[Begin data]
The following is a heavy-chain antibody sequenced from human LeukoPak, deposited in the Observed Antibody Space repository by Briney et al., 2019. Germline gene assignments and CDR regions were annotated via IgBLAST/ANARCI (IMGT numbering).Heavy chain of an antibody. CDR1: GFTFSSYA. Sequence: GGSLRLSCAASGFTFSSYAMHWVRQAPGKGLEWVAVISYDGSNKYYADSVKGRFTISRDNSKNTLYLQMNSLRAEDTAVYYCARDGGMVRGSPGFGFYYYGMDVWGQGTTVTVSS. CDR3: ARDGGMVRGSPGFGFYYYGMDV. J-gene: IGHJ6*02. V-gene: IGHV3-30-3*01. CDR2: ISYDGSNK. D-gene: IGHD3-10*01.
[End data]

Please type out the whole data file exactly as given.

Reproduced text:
The following is a heavy-chain antibody sequenced from human LeukoPak, deposited in the Observed Antibody Space repository by Briney et al., 2019. Germline gene assignments and CDR regions were annotated via IgBLAST/ANARCI (IMGT numbering).Heavy chain of an antibody. CDR1: GFTFSSYA. Sequence: GGSLRLSCAASGFTFSSYAMHWVRQAPGKGLEWVAVISYDGSNKYYADSVKGRFTISRDNSKNTLYLQMNSLRAEDTAVYYCARDGGMVRGSPGFGFYYYGMDVWGQGTTVTVSS. CDR3: ARDGGMVRGSPGFGFYYYGMDV. J-gene: IGHJ6*02. V-gene: IGHV3-30-3*01. CDR2: ISYDGSNK. D-gene: IGHD3-10*01.